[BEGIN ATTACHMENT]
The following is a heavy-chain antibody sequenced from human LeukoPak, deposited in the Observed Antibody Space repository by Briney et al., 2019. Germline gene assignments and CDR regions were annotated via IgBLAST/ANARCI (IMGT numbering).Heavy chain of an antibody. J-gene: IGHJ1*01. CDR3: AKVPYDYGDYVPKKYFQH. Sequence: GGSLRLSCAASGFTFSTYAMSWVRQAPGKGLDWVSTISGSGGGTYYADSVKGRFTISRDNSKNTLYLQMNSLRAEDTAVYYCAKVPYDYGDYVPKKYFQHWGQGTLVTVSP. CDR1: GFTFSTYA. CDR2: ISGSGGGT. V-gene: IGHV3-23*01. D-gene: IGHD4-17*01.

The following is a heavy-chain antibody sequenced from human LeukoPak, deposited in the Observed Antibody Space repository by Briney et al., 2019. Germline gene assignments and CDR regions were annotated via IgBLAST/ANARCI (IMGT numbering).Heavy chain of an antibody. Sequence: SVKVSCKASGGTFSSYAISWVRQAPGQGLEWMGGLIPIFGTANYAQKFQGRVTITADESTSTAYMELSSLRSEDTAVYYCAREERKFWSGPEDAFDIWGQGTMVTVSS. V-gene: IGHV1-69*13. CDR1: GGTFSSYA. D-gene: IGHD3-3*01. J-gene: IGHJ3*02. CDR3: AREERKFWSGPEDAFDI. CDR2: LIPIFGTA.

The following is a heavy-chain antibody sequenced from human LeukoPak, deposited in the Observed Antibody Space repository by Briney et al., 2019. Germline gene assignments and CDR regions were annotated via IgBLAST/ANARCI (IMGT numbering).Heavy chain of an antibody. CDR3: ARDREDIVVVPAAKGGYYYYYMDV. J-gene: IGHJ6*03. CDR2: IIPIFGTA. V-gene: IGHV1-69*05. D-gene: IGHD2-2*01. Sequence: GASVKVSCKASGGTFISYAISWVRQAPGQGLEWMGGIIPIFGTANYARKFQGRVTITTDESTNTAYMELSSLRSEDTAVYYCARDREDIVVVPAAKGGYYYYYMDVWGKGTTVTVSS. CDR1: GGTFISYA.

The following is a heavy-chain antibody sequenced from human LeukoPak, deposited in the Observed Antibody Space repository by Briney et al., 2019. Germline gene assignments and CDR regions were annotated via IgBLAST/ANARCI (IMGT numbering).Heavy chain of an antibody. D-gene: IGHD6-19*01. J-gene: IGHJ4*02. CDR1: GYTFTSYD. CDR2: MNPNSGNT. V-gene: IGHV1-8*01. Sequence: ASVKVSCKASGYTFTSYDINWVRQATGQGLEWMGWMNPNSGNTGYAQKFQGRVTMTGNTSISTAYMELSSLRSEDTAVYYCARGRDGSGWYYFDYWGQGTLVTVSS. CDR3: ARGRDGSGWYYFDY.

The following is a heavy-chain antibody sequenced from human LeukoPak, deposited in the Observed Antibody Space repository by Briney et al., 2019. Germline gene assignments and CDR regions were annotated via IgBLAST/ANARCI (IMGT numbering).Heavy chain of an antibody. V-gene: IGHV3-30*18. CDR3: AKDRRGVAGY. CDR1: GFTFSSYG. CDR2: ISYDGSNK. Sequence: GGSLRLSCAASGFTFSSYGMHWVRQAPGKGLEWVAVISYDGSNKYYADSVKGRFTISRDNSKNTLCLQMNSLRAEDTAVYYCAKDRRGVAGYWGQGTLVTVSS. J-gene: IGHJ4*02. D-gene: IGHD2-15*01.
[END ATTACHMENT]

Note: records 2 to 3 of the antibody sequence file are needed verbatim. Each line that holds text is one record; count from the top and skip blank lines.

The following is a heavy-chain antibody sequenced from human LeukoPak, deposited in the Observed Antibody Space repository by Briney et al., 2019. Germline gene assignments and CDR regions were annotated via IgBLAST/ANARCI (IMGT numbering).Heavy chain of an antibody. Sequence: SVKVSCKASGGTFSSYAISWVRQAPGQGLEWMGGLIPIFGTANYAQKFQGRVTITADESTSTAYMELSSLRSEDTAVYYCAREERKFWSGPEDAFDIWGQGTMVTVSS. V-gene: IGHV1-69*13. CDR1: GGTFSSYA. D-gene: IGHD3-3*01. J-gene: IGHJ3*02. CDR3: AREERKFWSGPEDAFDI. CDR2: LIPIFGTA.

The following is a heavy-chain antibody sequenced from human LeukoPak, deposited in the Observed Antibody Space repository by Briney et al., 2019. Germline gene assignments and CDR regions were annotated via IgBLAST/ANARCI (IMGT numbering).Heavy chain of an antibody. CDR3: ARDREDIVVVPAAKGGYYYYYMDV. J-gene: IGHJ6*03. CDR2: IIPIFGTA. V-gene: IGHV1-69*05. D-gene: IGHD2-2*01. Sequence: GASVKVSCKASGGTFISYAISWVRQAPGQGLEWMGGIIPIFGTANYARKFQGRVTITTDESTNTAYMELSSLRSEDTAVYYCARDREDIVVVPAAKGGYYYYYMDVWGKGTTVTVSS. CDR1: GGTFISYA.